Anne Devlin (born 13 Sept 1951) is a short story writer, playwright and screenwriter born in Belfast, Northern Ireland. She was a teacher from 1974–1978 and started writing fiction in 1976 in Germany. Having lived in London for a decade, she returned to Belfast in 2007.
She is the daughter of Paddy Devlin, a Northern Ireland Labour Party (NILP) Member of the Parliament of Northern Ireland and later a founding member of the Social Democratic and Labour Party (SDLP). She was raised in Belfast. In January 1969, while a student at the New University of Ulster, Devlin joined a civil rights march from Belfast to Derry, organised by the People's Democracy. At Burntollet Bridge, a few miles from Derry, the march was attacked by loyalists. Devlin was struck on the head, knocked unconscious, fell into the river and was brought to hospital suffering from concussion. The march was echoed in her 1994 play After Easter. Devlin subsequently left Northern Ireland for England. She was visiting lecturer in playwriting at the University of Birmingham in 1987, and a writer in residence at Lund University, Sweden, in 1990.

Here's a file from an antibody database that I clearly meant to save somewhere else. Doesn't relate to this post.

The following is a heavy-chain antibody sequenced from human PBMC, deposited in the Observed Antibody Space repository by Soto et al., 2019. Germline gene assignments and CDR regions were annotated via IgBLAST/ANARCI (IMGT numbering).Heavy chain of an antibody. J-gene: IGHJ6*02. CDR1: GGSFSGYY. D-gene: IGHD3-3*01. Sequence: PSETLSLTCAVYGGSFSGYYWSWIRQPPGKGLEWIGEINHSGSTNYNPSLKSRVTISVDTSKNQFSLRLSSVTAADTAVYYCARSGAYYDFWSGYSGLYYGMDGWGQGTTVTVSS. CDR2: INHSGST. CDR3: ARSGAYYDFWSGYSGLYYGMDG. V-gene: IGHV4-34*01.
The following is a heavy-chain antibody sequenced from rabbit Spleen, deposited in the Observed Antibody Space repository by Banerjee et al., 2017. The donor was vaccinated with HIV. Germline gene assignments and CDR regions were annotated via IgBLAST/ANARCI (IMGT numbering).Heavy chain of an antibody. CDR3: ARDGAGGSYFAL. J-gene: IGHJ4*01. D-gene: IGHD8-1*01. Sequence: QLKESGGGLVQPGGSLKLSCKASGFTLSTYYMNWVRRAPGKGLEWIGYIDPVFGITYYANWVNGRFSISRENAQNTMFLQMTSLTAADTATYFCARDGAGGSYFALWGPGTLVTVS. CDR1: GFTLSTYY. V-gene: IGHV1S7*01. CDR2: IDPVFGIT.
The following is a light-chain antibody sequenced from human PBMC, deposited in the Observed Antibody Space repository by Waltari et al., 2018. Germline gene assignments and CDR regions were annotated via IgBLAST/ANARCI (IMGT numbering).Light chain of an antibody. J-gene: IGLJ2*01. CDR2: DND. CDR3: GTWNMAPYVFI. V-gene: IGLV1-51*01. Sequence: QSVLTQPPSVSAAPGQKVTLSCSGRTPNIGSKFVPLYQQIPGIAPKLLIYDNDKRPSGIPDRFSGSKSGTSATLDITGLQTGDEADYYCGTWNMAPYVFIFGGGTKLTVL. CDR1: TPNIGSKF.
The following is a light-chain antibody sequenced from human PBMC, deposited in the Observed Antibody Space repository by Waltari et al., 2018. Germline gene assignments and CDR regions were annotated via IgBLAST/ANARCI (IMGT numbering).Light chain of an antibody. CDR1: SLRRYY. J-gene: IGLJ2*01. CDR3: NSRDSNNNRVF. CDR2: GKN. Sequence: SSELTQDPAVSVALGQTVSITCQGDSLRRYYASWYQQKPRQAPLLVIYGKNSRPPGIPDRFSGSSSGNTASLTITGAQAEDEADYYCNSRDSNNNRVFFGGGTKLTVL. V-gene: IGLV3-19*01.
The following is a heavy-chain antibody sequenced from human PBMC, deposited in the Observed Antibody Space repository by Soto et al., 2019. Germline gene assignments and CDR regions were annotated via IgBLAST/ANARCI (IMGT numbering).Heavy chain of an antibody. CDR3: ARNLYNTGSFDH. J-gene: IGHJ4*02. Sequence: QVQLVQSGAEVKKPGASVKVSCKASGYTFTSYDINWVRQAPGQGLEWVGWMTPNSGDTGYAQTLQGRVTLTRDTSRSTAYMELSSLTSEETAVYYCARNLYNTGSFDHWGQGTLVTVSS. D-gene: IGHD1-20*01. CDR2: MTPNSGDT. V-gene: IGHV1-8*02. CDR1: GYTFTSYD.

In 1982 she won the Hennessy Literary Award for her short story, Passages, which was adapted for television as A Woman Calling. She has written for the stage - Ourselves Alone (first performed in 1985) and After Easter (first performed in 1994 and for which she won the Lloyds Playwright of the Year). Devlin has also written the screenplays for Titanic Town, which is adapted from a novel by Mary Costello, and Emily Brontë's Wuthering Heights. Her short fiction was collected as The Way-Paver (1986). In 1984 she received the Samuel Beckett Award, and, in 1986, she won the Susan Smith Blackburn Prize. She also wrote the screenplay for The Rainbow, produced by the BBC in 1988. A major radio play written by Devlin, entitled The Forgotten, was first broadcast on BBC Radio 4 in January 2009.